Table I: Power comparison

    Type of wavelet filter

    Power consumption

    5/3 wavelet filter


    9/7 wavelet filter

    8663 mW

    By comparing the both 5/3 and 9/7 wavelet filters the power utilization is less for 5/3 wavelets. The hardware complexity is high for 9/7 wavelet architecture because of the large number of discrete wavelet coefficients. Table 1 shows power comparison of both filter decomposition.

    Fig 9: Compressed output for first level decomposition


In this work a flexible VLSI architecture for the implementation of multi-level decomposition DWT (2D) by 5/3 filter and 9/7 filters was proposed. A VHDL based methodology has been used for memory efficient design. The results of the synthesis on a Xilinx show a working frequency of 108 MHz allowing the processing of images sized 64×64 pixels. Therefore, implemented architecture has fast computing time and low control complexity. Our works can be adopted for the next generation image and video compression using multilevel decomposition DWT. In Future, this architecture could be implemented in FPGA. It will be also possible to provide multilevel decomposition for 3D-DWT.


Fig 10: Compressed output for second level decomposition

Fig 11: Device utilization summary of 5/3 wavelets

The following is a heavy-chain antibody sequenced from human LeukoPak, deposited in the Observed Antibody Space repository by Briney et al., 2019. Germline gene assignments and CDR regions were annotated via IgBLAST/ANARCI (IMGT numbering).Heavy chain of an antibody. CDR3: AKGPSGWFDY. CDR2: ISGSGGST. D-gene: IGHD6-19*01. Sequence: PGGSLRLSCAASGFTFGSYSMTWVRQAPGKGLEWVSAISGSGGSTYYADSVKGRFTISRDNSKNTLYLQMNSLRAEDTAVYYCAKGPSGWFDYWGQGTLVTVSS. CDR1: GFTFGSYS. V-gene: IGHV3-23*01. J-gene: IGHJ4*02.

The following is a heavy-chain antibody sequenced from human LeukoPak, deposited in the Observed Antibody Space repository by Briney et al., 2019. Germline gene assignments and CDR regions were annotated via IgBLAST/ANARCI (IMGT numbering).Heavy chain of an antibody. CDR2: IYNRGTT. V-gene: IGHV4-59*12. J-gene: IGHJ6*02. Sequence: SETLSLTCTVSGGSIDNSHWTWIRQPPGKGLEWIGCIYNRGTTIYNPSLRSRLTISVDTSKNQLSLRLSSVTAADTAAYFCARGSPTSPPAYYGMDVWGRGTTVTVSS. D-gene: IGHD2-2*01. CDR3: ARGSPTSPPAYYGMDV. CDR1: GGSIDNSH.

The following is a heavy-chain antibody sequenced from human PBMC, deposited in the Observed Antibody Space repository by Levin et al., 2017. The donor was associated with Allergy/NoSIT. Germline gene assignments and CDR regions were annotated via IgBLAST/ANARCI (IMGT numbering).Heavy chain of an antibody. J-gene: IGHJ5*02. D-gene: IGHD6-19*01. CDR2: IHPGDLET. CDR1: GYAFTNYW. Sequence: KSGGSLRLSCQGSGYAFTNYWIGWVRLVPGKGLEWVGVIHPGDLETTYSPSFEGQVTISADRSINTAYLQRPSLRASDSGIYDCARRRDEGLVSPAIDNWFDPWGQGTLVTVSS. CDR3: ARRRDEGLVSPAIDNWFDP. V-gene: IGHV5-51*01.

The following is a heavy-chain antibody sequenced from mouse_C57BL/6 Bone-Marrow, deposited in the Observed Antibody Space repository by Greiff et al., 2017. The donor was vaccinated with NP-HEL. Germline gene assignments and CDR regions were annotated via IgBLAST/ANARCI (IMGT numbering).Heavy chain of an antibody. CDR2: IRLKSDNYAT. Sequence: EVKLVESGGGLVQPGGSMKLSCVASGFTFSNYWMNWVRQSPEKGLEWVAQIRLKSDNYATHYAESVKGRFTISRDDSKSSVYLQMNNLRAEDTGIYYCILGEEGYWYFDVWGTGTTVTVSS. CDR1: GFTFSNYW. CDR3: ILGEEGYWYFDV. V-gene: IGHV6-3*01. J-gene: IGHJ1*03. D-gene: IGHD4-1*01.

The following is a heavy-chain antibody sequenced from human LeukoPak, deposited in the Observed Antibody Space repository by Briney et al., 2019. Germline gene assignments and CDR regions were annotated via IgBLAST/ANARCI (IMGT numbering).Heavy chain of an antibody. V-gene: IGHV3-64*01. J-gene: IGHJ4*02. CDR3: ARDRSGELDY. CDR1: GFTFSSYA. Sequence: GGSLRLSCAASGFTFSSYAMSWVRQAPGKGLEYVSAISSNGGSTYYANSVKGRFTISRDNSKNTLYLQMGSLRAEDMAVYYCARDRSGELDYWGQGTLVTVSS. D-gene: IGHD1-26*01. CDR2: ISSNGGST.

Fig 12: Device utilization summary of 5/3 wavelets


  1. Naseer M. Basheer, Mustafa Mushtak Mohammed, Design and FPGA Implementation of a Lifting Scheme 2D DWT Architecture,International Journal of Recent Technology and Engineering(IJRTE) ISSN: 2277-3878, Volume-2, Issue-1, March 2013

  2. T. Acharya and C. Chakrabarti A Survey Lifting-based Discrete Wavelet Transform Architectures Journal of VLSI Signal Processing 42, 321-339,13 February 2009.

  3. S. Barua, J.E. Charletta, K.A. Kotteri and A.E. Bell An efficient architecture for lifting-based two-dimensional discrete wavelet transforms Intergration, the VLSI Journal 38, 341-352, 21 July 2011.

  4. Niladri Ghosh and K. Pradeep Vinaik, A Lifting Based Wavelet Transform VLSI Architecture for Image Processing, volume 3, June 2012, IMACST.

  5. Abdullah AlMuhit, Md. Shabiul Islam and Masuri Othman, VLSI Implementation of Discrete Wavelet Transform (DWT) for Image Compression, Jan 2012, IEEE.

  6. T. Acharya, C. Chakrabarti, A survey on lifting-based discrete wavelet transform architectures. J. VLSI Signal Process. 42, 321339 (2006).

  7. C.-T. Huang, P.-C. Tseng, L.-G. Chen, Flipping structure: an efficient VLSI architecture for liftingbased discrete wavelet transform, IEEE Trans. Signal Process. 52 (2004), pp.10801089

  8. Lan, N. Zheng, Y. Liu, Low power and high-speed VLSI architecture for lifting-based forward and inverse wavelet transform. IEEE Trans. Consumer Electron. 51(2), 379385(2005)

Leave a Reply